It is thus an aspect of this invention to describe cosmetically acceptable corneal ring implants that produce changes in corneal curvature.

It is yet another object of this invention to disclose methods of use of the ring inlay using surgical procedures for inserting the ring that do not result in extrusion of the ring, and that are reversible.

These and other objects will become apparent by reference to the specification that follows and to the appended claims.

Accordingly the invention provides inlay apparatus for flattening the curvature of the central optic zone of the cornea of the eye such that the apparatus does not intrude into said optic zone, comprising a continuous corneal ring of a refractive index that is within 2% of that of the adjacent corneal tissue, adapted for insertion in the stroma of said cornea through a circular cut through Bowman's membrane and the superficial anterior stroma, wherein said ring is comprised of a biocompatible material, has a fixed diameter and has a thickness and cross-sectional geometry adapted to peripherally raise the anterior cornea thereby reducing the curvature of the cornea in its central portion.

In another aspect the invention provides a method for flattening the curvature of the central optical region of the cornea of the eye of a patient for correction of a refractive error, comprising inserting into the stroma of said cornea an inlay ring 25 apparatus comprising a continuous ring composed of a biocompatible material and having a refractive index is within about 2% of that of adjacent corneal tissue, wherein said ring is of a fixed diameter and has a cross sectional geometry and S thickness sufficient to peripherally raise the anterior cornea thereby reducing the curvature of the cornea in its central portion.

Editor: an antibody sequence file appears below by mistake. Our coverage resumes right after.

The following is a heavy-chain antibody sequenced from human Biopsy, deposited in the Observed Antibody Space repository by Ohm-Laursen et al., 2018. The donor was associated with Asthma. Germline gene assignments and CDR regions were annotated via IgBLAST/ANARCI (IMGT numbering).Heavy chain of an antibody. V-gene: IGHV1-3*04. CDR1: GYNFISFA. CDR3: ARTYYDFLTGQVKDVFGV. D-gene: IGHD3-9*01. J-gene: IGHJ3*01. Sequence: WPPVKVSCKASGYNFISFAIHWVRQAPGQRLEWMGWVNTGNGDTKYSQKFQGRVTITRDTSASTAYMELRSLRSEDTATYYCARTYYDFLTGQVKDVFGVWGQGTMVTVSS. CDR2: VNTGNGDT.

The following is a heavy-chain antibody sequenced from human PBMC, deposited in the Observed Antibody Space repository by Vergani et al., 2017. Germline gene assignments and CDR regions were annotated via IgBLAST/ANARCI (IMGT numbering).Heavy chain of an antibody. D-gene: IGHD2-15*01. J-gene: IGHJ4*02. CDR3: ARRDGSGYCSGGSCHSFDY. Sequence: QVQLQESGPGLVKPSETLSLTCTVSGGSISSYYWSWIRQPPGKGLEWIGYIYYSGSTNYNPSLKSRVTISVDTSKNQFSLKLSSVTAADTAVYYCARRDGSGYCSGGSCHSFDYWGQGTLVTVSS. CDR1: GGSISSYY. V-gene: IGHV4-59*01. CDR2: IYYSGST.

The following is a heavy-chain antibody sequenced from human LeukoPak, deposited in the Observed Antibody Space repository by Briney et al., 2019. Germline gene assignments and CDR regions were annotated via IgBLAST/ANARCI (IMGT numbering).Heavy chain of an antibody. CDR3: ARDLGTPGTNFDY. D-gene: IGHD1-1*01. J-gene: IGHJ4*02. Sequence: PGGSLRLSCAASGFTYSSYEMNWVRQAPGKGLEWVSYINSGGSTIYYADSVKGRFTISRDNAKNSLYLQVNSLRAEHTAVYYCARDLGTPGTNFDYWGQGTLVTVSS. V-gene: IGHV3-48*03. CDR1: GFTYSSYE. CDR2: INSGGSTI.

MAW:RR:15S63CIILSPC1 12 .kwumy 1996 5A DETAILED DESCRIPTION OF THE FIGURES Figure 1 is a front and side view of the general location of the corneal ring inlay of the invention in the cornea of the eye. The inner diameter of the ring is such that the ring avoids intrusion into the optic zone of the cornea.

Figure 2 is a cross-sectional view of a corneal ring inlay for insertion within the stromal tissue of the cornea of the eye. The cross-sectional shape of the corneal ring inlay has a thickness and geometry that alters the curvature of the optic zone of the cornea.